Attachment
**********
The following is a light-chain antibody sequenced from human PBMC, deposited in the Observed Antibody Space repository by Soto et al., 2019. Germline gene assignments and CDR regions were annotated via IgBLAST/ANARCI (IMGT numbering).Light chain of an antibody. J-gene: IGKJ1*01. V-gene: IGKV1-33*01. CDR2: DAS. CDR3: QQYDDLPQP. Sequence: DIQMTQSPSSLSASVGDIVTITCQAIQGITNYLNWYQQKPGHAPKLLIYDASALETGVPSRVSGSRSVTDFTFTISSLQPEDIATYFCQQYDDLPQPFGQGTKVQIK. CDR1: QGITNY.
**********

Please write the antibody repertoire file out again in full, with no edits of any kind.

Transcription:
The following is a light-chain antibody sequenced from human PBMC, deposited in the Observed Antibody Space repository by Soto et al., 2019. Germline gene assignments and CDR regions were annotated via IgBLAST/ANARCI (IMGT numbering).Light chain of an antibody. J-gene: IGKJ1*01. V-gene: IGKV1-33*01. CDR2: DAS. CDR3: QQYDDLPQP. Sequence: DIQMTQSPSSLSASVGDIVTITCQAIQGITNYLNWYQQKPGHAPKLLIYDASALETGVPSRVSGSRSVTDFTFTISSLQPEDIATYFCQQYDDLPQPFGQGTKVQIK. CDR1: QGITNY.